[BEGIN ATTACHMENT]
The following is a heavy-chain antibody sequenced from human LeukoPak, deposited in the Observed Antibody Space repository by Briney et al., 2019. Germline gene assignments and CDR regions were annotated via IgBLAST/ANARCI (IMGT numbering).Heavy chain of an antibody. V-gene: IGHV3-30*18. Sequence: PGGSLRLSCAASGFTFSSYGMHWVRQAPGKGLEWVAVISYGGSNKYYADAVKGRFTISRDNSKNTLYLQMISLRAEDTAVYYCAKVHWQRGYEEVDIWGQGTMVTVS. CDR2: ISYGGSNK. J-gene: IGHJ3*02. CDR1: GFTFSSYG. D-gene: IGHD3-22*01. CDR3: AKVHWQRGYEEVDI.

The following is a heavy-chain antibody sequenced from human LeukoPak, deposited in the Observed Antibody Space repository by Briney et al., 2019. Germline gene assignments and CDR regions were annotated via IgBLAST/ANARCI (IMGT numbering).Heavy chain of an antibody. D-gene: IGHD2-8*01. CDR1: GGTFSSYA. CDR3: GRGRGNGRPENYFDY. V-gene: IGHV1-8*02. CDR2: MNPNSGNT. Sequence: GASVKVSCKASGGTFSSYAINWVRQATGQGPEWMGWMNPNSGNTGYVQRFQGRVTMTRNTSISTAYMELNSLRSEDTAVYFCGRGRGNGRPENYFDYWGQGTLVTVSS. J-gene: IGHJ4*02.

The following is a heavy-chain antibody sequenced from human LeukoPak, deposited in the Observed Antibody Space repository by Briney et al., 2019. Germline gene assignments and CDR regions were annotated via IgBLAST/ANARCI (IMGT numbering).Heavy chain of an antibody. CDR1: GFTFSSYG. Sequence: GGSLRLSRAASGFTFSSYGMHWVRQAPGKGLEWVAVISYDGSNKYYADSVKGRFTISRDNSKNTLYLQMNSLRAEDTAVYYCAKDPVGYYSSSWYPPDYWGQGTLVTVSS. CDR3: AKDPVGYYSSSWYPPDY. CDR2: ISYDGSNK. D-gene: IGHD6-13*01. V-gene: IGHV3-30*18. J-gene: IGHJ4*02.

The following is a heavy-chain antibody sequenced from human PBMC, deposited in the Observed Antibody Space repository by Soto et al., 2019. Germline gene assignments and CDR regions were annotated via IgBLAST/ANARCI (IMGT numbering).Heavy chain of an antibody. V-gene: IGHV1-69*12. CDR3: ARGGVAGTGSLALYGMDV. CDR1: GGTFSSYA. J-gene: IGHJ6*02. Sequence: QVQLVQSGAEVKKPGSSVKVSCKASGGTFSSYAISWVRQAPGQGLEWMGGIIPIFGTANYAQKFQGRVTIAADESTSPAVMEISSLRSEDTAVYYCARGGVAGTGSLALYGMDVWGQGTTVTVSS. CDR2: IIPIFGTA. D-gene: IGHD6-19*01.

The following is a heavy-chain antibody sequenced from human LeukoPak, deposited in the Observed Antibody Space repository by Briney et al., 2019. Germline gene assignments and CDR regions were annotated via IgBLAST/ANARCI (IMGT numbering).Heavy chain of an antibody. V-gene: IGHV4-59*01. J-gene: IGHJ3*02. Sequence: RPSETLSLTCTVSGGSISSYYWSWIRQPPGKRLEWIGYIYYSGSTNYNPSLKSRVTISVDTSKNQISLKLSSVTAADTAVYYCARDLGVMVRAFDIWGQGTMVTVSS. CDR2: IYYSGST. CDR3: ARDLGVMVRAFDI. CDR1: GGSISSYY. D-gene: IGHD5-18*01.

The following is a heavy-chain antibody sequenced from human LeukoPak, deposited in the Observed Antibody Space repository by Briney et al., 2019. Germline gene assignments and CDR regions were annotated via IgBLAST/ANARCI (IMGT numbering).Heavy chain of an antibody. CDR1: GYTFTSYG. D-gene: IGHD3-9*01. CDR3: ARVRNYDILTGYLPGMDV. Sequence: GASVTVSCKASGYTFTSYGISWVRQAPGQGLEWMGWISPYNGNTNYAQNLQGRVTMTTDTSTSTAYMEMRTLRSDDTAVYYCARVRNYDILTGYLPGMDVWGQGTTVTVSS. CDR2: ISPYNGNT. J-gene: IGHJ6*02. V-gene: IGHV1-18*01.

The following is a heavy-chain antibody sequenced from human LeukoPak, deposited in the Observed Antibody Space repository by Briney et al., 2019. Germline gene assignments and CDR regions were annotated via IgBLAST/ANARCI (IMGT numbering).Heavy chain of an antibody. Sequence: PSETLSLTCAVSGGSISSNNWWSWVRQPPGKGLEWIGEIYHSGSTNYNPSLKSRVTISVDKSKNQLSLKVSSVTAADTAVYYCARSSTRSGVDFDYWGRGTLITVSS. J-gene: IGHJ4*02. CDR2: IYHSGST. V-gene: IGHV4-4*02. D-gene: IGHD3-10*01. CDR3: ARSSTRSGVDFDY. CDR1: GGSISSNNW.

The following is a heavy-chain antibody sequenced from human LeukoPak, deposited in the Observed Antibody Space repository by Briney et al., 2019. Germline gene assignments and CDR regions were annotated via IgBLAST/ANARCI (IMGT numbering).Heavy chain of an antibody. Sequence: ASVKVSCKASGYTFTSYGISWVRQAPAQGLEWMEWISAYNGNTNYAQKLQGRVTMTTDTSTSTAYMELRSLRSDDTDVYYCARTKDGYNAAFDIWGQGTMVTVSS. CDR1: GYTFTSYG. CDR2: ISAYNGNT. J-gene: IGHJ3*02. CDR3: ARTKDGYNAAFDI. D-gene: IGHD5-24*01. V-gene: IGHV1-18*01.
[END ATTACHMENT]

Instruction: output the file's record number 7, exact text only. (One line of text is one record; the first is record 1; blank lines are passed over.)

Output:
The following is a heavy-chain antibody sequenced from human LeukoPak, deposited in the Observed Antibody Space repository by Briney et al., 2019. Germline gene assignments and CDR regions were annotated via IgBLAST/ANARCI (IMGT numbering).Heavy chain of an antibody. Sequence: PSETLSLTCAVSGGSISSNNWWSWVRQPPGKGLEWIGEIYHSGSTNYNPSLKSRVTISVDKSKNQLSLKVSSVTAADTAVYYCARSSTRSGVDFDYWGRGTLITVSS. J-gene: IGHJ4*02. CDR2: IYHSGST. V-gene: IGHV4-4*02. D-gene: IGHD3-10*01. CDR3: ARSSTRSGVDFDY. CDR1: GGSISSNNW.